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Bungee
Bungi
Spoken in Red River Colony and Assiniboia, Manitoba, Canada
Language extinction nearly extinct
Language family Indo-European
Language codes
ISO 639-1 None
ISO 639-2 gem
ISO 639-3
Geographical distribution of Bungee.

Bungee (also Bungi, Bungie, Bungay, or The Red River Dialect) is a dialect of English influenced by Orkney English, Scottish English, Cree, Ojibwe, and Scottish Gaelic.[1] It was spoken until the mid-twentieth century in western Canada in places connected with the Red River Colony (Saint Andrews Parish) by Métis descended from families of Scottish fathers (voyageurs) and Cree or Ojibwa mothers and their descendants. Only a few speakers of Bungee remain.

Contents

Name

Their name is derived from either the Anishinaabe word "bangii" or the Cree word "pahkī", meaning "little bit" in both languages.

Bungee speakers report that the name Bungee means "Native" although one speaker reported that it meant "half-Native and half-(European)-non-Native".

Description

The main linguistic documentation of this dialect lies within Blain (1987, 1989) and Walter (1969-1970).

The lexicon is mostly English with words from Cree and Ojibwa and interspersed throughout.

Many speakers in Blain's studies were ashamed to speak the dialect as the speech community members were discriminated against by other social groups.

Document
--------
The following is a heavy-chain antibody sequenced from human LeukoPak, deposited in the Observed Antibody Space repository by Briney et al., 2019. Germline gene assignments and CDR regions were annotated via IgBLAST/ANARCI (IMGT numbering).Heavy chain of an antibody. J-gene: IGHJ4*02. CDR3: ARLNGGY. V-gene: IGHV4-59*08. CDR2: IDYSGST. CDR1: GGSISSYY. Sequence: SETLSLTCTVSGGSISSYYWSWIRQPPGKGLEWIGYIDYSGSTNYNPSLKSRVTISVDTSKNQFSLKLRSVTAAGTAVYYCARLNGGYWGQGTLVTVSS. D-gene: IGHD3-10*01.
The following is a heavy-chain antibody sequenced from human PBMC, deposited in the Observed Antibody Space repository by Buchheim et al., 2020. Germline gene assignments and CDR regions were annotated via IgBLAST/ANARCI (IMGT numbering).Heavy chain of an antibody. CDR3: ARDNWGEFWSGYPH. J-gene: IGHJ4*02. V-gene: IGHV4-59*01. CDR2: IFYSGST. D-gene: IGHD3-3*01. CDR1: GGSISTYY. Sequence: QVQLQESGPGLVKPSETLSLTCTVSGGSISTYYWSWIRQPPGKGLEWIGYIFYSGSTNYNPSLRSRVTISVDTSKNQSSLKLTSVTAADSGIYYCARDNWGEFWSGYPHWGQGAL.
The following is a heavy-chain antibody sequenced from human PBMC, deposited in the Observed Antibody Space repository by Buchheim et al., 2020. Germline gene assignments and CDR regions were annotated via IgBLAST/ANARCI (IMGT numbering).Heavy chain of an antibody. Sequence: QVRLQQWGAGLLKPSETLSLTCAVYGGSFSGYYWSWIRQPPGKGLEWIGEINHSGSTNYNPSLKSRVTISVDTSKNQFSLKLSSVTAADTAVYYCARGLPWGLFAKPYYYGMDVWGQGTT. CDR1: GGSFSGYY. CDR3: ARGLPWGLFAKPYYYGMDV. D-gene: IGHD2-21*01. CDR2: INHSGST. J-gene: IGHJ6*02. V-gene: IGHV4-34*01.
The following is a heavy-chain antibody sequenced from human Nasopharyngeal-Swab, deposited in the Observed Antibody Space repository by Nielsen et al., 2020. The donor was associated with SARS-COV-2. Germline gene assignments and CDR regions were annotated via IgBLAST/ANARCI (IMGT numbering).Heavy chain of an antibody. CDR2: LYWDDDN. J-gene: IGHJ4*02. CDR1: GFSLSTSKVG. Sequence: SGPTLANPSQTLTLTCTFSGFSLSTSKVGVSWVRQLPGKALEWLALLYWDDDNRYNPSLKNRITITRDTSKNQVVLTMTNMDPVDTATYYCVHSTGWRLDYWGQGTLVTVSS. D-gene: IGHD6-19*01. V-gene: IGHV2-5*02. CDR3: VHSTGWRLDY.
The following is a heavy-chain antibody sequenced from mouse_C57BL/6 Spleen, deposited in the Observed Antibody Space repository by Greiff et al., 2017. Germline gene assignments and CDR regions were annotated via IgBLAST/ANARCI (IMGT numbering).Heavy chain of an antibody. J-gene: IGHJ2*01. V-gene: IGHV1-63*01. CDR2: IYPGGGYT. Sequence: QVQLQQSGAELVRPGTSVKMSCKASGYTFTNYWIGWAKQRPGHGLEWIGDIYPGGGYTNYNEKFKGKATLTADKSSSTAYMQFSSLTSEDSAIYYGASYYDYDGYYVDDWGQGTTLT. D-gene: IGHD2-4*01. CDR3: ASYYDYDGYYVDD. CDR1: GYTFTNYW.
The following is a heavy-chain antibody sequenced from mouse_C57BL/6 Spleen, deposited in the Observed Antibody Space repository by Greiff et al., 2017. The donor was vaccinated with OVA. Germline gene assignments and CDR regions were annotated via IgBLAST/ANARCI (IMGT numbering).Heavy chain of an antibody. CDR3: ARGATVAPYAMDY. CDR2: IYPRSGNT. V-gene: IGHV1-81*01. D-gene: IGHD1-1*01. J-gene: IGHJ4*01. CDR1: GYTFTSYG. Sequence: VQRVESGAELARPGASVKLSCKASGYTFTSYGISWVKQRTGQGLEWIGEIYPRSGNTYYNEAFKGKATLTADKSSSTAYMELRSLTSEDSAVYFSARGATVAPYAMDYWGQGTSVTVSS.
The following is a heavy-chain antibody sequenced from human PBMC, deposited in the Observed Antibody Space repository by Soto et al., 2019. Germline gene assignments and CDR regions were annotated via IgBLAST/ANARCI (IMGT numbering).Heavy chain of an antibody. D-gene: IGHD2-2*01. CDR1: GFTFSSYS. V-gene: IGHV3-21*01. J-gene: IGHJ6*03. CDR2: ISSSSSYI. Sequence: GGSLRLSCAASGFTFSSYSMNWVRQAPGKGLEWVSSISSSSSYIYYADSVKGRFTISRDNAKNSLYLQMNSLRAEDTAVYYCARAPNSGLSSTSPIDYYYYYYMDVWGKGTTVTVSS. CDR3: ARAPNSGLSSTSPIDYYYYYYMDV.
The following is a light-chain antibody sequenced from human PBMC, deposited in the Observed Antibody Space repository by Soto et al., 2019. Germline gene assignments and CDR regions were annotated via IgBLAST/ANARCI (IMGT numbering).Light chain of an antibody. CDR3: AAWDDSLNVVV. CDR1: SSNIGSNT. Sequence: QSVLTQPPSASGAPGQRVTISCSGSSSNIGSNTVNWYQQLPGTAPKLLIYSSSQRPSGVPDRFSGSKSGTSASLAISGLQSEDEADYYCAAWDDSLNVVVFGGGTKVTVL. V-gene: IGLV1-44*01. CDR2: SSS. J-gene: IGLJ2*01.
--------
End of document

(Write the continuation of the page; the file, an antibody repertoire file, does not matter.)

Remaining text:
The major difference with other dialects is in the phonology (sound system & pronunciation). Voice quality differences are noticeably apparent.

See also

Notes

  1. ^ Wurm et al. (1996: 1178).

Bibliography

  • Barkwell, Lawrence J., Dorion, Leah; & Hourie, Audreen. (2006). Metis legacy: Michif culture, heritage, and folkways. Metis legacy series (Vol. 2). Saskatoon: Gabriel Dumont Institute. ISBN 0920915809
  • Barkwell, Lawrence; Dorion, Leah; & Préfontaine, Darren R. (n.d.). Annotated bibliography and references in Metis legacy.
  • Blain, Eleanor M. (1987). Speech of the lower Red River settlement. In W. Cowan (Ed.), Papers of the eighteenth Algonquian Conference (pp. 7–16). Ottawa: Carleton University.
  • Blain, Eleanor M. (1989). The Bungee dialect of the Red River settlement. (MA thesis, University of Manitoba).
  • Blain, Eleanor M. (1994). The Red River dialect. Winnipeg: Wuerz Publishing.
  • Bungee (Canadian Encyclopedia)
  • Cansino, Barbara. (1980, March 26). Bungi in Petersfield: An 81 year old writes about the Red River dialect. Winnipeg Free Press.
  • Scott, S. Osborne; & Mulligan, D. A. (1951, December). The Red River dialect. The Beaver, 42-45.
  • Scott, S. Osborne; & Mulligan, D. A. (1951). The Red River dialect. In J. K. Chambers (Ed.), Canadian English: Origins and structures (pp. 61–63). Toronto: Methuen.
  • Pentland, David H. (1985, March 9). Métchif and Bungee: Languages of the fur trade. (Paper presented in the series Voices of Rupert's Land: Public Lectures on Language and Culture in Early Manitoba.
  • Swan, Ruth Ellen. (1991). Ethnicity and the Canadianization of Red River politics (p. 133). (MA thesis, Winnipeg, University of Manitoba).
  • Stobie, Margaret. (1967-1968). Backgrounds of the dialect called Bungi. Historical and Scientific Society of Manitoba, 3 (24), 65-67. (Online: www.mhs.mb.ca/docs/transactions/3/bungidialect.shtml).
  • Stobie, Margaret. (1971). The dialect called Bungi. Canadian Antiques Collector, 6 (8), 20.
  • Walters, Frank J. (1969-1970). Bungee as she is spoke. Red River Valley Historian and History News. The Quarterly Journal of the Red River Valley Historical Society, 3 (4), 68-70.
  • Wurm, Stephen A.; Mühlhäuser, Peter; & Tryon, Darrell H. (Eds.). (1996). Atlas of languages of intercultural communication in the Pacific, Asia, and the Americas (Vol. II.2). Trends in linguistics: Documentation (No. 13). Berlin: Mouton de Gruyter.
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